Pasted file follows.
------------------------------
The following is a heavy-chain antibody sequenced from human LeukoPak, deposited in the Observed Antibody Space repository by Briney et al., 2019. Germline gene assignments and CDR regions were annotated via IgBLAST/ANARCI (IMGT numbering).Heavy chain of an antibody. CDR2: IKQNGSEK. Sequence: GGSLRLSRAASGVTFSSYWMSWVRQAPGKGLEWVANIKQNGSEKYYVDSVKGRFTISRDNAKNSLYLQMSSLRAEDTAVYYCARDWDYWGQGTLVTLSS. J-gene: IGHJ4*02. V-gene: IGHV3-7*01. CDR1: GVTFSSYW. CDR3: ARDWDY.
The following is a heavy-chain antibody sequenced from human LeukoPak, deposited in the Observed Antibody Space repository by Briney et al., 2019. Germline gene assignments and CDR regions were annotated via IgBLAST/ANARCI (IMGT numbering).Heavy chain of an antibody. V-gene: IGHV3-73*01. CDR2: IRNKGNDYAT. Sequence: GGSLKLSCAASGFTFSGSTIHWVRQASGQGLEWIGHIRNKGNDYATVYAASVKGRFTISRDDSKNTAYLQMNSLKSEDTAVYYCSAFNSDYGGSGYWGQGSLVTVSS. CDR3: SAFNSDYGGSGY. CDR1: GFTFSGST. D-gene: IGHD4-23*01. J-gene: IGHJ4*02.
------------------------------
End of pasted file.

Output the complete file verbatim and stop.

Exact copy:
The following is a heavy-chain antibody sequenced from human LeukoPak, deposited in the Observed Antibody Space repository by Briney et al., 2019. Germline gene assignments and CDR regions were annotated via IgBLAST/ANARCI (IMGT numbering).Heavy chain of an antibody. CDR2: IKQNGSEK. Sequence: GGSLRLSRAASGVTFSSYWMSWVRQAPGKGLEWVANIKQNGSEKYYVDSVKGRFTISRDNAKNSLYLQMSSLRAEDTAVYYCARDWDYWGQGTLVTLSS. J-gene: IGHJ4*02. V-gene: IGHV3-7*01. CDR1: GVTFSSYW. CDR3: ARDWDY.
The following is a heavy-chain antibody sequenced from human LeukoPak, deposited in the Observed Antibody Space repository by Briney et al., 2019. Germline gene assignments and CDR regions were annotated via IgBLAST/ANARCI (IMGT numbering).Heavy chain of an antibody. V-gene: IGHV3-73*01. CDR2: IRNKGNDYAT. Sequence: GGSLKLSCAASGFTFSGSTIHWVRQASGQGLEWIGHIRNKGNDYATVYAASVKGRFTISRDDSKNTAYLQMNSLKSEDTAVYYCSAFNSDYGGSGYWGQGSLVTVSS. CDR3: SAFNSDYGGSGY. CDR1: GFTFSGST. D-gene: IGHD4-23*01. J-gene: IGHJ4*02.